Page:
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Quit Junk Food

Junk food addiction is a real thing!

Food has developed from a basic necessity to an object of desire. And in the recent times, it has become a substance of abuse. Junk foods are considered something useless, extra or something that is not needed. Not only are those foods extremely unhealthy, but they also impact various aspects of your life. Junk food addiction is the compulsive eating of junk food which is out of control and causing problems for you. Do you crave for junk food and eat it on a regular basis? Do you want to quit it, but you can’t?

Quitting junk food – what it does to your body?

Like any addiction, an abrupt end to junk food can initially cause withdrawal symptoms. One may feel lethargic and have headaches. One may be highly irritable. Withdrawal symptoms can include severe anxiety, headaches, sadness, anger, sweating, shaking, disorientation and depression. They can last anywhere from days to weeks or even months after quitting. Many individuals can’t stop consuming sweeteners, flours, processed foods, and other addictive foods because they have great difficulty getting through the intense period of withdrawal. Cravings create an urge for more serotonin or dopamine. This is a vicious cycle. And it can lead to life-threatening conditions, including obesity, diabetes, heart disease, and cancer.

Researchers in Canada made this discovery after feeding a group of mice a junk-food diet that would shame any glutton: For six weeks, the mice ate foods that had a whopping 58 percent calories from fat. They compared these mice to another group of mice eating relatively lean foods with just 11 percent calories from fat.

To the surprise, the mice that scarfed down the high-fat diet increased their waist size by 11 percent at the end of the six-week study. After the mice raised on a high-fat diet were switched to a healthier one, they acted more anxious and depressed.


The researchers then examined the brains of the mice and discovered significant changes had occurred: Mice on the high-fat diet had increased levels of corticosterone — a hormone associated with stress — and CREB, a protein closely linked to dopamine functioning. Dopamine is a neurotransmitter that causes feelings of reward and is activated by (among other things) addictive drugs like cocaine and methamphetamine.

The result, explained researchers, is that many people who quit eating sugary, high-fat foods soon return to an unhealthy diet of junk food.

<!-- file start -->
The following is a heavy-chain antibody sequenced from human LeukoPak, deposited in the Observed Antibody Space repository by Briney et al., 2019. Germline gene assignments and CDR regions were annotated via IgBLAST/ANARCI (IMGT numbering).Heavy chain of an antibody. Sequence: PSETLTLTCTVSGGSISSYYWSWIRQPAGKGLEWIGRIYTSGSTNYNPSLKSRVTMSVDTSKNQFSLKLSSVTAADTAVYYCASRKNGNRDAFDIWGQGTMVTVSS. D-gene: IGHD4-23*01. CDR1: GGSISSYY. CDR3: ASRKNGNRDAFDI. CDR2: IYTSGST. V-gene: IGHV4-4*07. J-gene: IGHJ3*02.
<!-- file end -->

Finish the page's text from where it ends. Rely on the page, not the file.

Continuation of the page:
“This explains both the depression and the negative behavior cycle,” said researcher Dr. Stephanie Fulton of the University of Montreal, as quoted. “The chemicals changed by the diet are associated with depression. A change of diet then causes withdrawal symptoms and a greater sensitivity to stressful situations, launching a vicious cycle of poor eating.”

“Bingeing on sugar and other addictive foods is culturally condoned, food company-induced drug addiction,” holistic psychiatrist Ellen Vora, M.D., told mbg.

“At the neurobiological level, the neural substrates of sugar and sweet reward appear to be more robust than those of cocaine.”

And it’s not just about having a so-called “sweet tooth.” Our addiction to such foods is deeply ingrained, and it has less to do with willpower and more to do with the fact that these foods trigger the brain’s dopamine-fueled reward center ( a.k.a. the “good feels” portion of our brain) and tell us we want more.

Based on the study’s findings, the authors believe many people who experience such withdrawal symptoms will end up resorting back to their unhealthy eating habits. But don’t lose hope just yet: This particular study didn’t look at the specific strategies people used to quit junk food, and experts like Dr. Vora believe there are a few effective ways to quit junk food that won’t leave you hangry or giving into cravings two hours later.

The most important key to success is having a plan. Acknowledge the fact that you very well may be irritable or experience flu-like symptoms for a few days, Dr. Vora says, and don’t try to go cold turkey on everything all at once. Start by eliminating one item from your diet per week, nothing changes as you go. That way, it’ll feel less overwhelming and more manageable. When the cravings do hit, integrative medicine doctor Amy Shah, M.D., recommends finding ways to distract yourself—even a short 15-minute walk can go a long way. And definitely be prepared with pre-made meals, sugar-free snacks, and ample hydration.

People who succeed in healing their addictions learn to understand and deal with their physical cravings and withdrawal symptoms. They also become good at managing the intense feelings that often arise during the withdrawal period. But it’s a tough struggle. Despite a strong desire to stop, the complexity of physical withdrawal symptoms and the accompanying emotions can lead an individual back to using mood-altering foods, which only perpetuate the addiction cycle.


But over the long term, you gain by quitting junk food. Your health improves drastically. The risks of heart disease, diabetes, and kidney disease are reduced. Junk food slows down the brain. Quitting the addiction can help halt the effect and improve your brain function. High-fat, high-sugar junk food is responsible for acne breakouts. You will have fewer acne problems by kicking the habit. You may be spared trips to the dentist too! Processed soft foods high in sugar create havoc with oral health. Shifting to unprocessed coarse foods low in sugar reduces the problems with your teeth. There is so much to gain by abstinence from junk food. But you do have one thing to lose – your weight.